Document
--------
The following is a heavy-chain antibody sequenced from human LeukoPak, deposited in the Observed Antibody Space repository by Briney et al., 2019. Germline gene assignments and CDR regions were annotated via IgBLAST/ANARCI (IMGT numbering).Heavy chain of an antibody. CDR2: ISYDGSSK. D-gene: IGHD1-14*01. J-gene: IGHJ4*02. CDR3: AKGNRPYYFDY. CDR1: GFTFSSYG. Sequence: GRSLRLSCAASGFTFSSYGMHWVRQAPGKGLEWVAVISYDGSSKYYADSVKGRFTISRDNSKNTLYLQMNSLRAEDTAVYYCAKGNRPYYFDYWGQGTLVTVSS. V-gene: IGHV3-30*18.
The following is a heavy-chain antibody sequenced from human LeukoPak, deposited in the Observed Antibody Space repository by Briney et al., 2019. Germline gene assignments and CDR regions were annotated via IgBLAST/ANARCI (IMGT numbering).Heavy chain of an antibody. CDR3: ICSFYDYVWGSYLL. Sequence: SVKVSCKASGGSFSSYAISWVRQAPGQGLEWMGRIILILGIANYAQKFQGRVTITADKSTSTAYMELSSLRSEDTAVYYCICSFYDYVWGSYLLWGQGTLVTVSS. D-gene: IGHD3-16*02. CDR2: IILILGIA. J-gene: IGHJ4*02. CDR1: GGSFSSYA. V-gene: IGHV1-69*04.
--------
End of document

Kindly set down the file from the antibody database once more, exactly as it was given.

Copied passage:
The following is a heavy-chain antibody sequenced from human LeukoPak, deposited in the Observed Antibody Space repository by Briney et al., 2019. Germline gene assignments and CDR regions were annotated via IgBLAST/ANARCI (IMGT numbering).Heavy chain of an antibody. CDR2: ISYDGSSK. D-gene: IGHD1-14*01. J-gene: IGHJ4*02. CDR3: AKGNRPYYFDY. CDR1: GFTFSSYG. Sequence: GRSLRLSCAASGFTFSSYGMHWVRQAPGKGLEWVAVISYDGSSKYYADSVKGRFTISRDNSKNTLYLQMNSLRAEDTAVYYCAKGNRPYYFDYWGQGTLVTVSS. V-gene: IGHV3-30*18.
The following is a heavy-chain antibody sequenced from human LeukoPak, deposited in the Observed Antibody Space repository by Briney et al., 2019. Germline gene assignments and CDR regions were annotated via IgBLAST/ANARCI (IMGT numbering).Heavy chain of an antibody. CDR3: ICSFYDYVWGSYLL. Sequence: SVKVSCKASGGSFSSYAISWVRQAPGQGLEWMGRIILILGIANYAQKFQGRVTITADKSTSTAYMELSSLRSEDTAVYYCICSFYDYVWGSYLLWGQGTLVTVSS. D-gene: IGHD3-16*02. CDR2: IILILGIA. J-gene: IGHJ4*02. CDR1: GGSFSSYA. V-gene: IGHV1-69*04.